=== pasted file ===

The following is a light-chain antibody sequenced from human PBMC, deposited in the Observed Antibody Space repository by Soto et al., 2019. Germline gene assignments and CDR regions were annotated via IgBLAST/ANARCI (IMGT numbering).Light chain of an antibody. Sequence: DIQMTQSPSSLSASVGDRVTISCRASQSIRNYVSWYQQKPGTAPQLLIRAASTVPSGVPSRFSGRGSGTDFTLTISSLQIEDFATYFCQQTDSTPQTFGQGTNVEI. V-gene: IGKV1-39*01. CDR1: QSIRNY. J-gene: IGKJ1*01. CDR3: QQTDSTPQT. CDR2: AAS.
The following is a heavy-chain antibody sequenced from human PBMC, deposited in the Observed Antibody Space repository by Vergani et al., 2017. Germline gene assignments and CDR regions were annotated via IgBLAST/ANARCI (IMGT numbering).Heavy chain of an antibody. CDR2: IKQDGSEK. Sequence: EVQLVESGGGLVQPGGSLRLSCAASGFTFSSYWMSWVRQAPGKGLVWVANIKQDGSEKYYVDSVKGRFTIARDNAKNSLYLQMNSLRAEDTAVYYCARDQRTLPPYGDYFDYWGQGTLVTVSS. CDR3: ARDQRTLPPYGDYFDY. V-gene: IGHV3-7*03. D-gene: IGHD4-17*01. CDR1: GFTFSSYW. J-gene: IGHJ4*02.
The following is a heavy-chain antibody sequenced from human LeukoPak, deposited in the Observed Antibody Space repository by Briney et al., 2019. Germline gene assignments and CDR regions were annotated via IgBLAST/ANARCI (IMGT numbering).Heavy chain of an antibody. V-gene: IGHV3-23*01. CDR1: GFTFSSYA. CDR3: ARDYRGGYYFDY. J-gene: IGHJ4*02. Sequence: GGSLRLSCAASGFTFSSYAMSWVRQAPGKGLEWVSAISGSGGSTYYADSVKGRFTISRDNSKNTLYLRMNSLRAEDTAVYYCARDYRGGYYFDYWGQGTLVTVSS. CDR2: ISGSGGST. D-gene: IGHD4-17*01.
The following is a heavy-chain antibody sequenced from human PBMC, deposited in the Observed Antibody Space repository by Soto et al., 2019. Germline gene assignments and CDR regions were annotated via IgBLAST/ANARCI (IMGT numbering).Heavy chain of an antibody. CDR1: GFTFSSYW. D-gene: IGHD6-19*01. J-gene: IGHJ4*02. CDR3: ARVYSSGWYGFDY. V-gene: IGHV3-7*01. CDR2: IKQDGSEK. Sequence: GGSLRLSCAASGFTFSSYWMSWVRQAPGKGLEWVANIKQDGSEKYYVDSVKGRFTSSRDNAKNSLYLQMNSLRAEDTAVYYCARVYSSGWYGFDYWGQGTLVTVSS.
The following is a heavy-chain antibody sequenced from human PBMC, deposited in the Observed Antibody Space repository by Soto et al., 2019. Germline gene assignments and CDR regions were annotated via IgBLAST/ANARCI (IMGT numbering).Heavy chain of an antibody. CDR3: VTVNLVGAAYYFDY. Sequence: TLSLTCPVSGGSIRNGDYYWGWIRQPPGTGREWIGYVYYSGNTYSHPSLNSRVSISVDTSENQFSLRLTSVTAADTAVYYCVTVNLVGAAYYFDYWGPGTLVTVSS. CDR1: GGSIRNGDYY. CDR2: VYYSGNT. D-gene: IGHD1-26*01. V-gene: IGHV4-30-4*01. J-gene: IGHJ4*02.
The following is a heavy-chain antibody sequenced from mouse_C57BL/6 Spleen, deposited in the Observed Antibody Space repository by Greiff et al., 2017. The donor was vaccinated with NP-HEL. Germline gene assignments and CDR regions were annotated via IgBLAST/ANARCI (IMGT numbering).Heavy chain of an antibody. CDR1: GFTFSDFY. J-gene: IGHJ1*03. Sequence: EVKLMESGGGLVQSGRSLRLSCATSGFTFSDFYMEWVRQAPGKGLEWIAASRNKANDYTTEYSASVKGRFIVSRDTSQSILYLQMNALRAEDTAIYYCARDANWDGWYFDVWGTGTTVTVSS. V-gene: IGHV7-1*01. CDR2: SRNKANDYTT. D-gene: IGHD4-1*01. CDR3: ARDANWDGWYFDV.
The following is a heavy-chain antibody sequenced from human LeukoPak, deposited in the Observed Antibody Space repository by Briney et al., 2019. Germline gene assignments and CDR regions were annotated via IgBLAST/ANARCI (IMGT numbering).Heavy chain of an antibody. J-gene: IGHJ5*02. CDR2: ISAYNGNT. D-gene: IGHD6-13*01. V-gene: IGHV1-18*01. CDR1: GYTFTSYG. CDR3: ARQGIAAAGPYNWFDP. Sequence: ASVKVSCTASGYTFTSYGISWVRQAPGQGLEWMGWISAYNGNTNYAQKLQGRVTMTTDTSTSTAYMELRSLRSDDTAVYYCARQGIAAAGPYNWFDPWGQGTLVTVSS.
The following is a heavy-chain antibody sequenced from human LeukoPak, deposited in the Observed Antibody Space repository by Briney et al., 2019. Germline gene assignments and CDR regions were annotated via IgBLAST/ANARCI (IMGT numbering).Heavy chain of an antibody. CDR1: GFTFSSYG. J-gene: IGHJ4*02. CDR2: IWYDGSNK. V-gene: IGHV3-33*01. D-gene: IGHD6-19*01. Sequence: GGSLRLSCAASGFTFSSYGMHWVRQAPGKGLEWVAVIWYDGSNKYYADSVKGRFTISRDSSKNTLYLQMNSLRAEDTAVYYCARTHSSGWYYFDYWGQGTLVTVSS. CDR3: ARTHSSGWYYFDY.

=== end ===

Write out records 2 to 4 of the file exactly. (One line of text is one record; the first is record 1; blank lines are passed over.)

The following is a heavy-chain antibody sequenced from human PBMC, deposited in the Observed Antibody Space repository by Vergani et al., 2017. Germline gene assignments and CDR regions were annotated via IgBLAST/ANARCI (IMGT numbering).Heavy chain of an antibody. CDR2: IKQDGSEK. Sequence: EVQLVESGGGLVQPGGSLRLSCAASGFTFSSYWMSWVRQAPGKGLVWVANIKQDGSEKYYVDSVKGRFTIARDNAKNSLYLQMNSLRAEDTAVYYCARDQRTLPPYGDYFDYWGQGTLVTVSS. CDR3: ARDQRTLPPYGDYFDY. V-gene: IGHV3-7*03. D-gene: IGHD4-17*01. CDR1: GFTFSSYW. J-gene: IGHJ4*02.
The following is a heavy-chain antibody sequenced from human LeukoPak, deposited in the Observed Antibody Space repository by Briney et al., 2019. Germline gene assignments and CDR regions were annotated via IgBLAST/ANARCI (IMGT numbering).Heavy chain of an antibody. V-gene: IGHV3-23*01. CDR1: GFTFSSYA. CDR3: ARDYRGGYYFDY. J-gene: IGHJ4*02. Sequence: GGSLRLSCAASGFTFSSYAMSWVRQAPGKGLEWVSAISGSGGSTYYADSVKGRFTISRDNSKNTLYLRMNSLRAEDTAVYYCARDYRGGYYFDYWGQGTLVTVSS. CDR2: ISGSGGST. D-gene: IGHD4-17*01.
The following is a heavy-chain antibody sequenced from human PBMC, deposited in the Observed Antibody Space repository by Soto et al., 2019. Germline gene assignments and CDR regions were annotated via IgBLAST/ANARCI (IMGT numbering).Heavy chain of an antibody. CDR1: GFTFSSYW. D-gene: IGHD6-19*01. J-gene: IGHJ4*02. CDR3: ARVYSSGWYGFDY. V-gene: IGHV3-7*01. CDR2: IKQDGSEK. Sequence: GGSLRLSCAASGFTFSSYWMSWVRQAPGKGLEWVANIKQDGSEKYYVDSVKGRFTSSRDNAKNSLYLQMNSLRAEDTAVYYCARVYSSGWYGFDYWGQGTLVTVSS.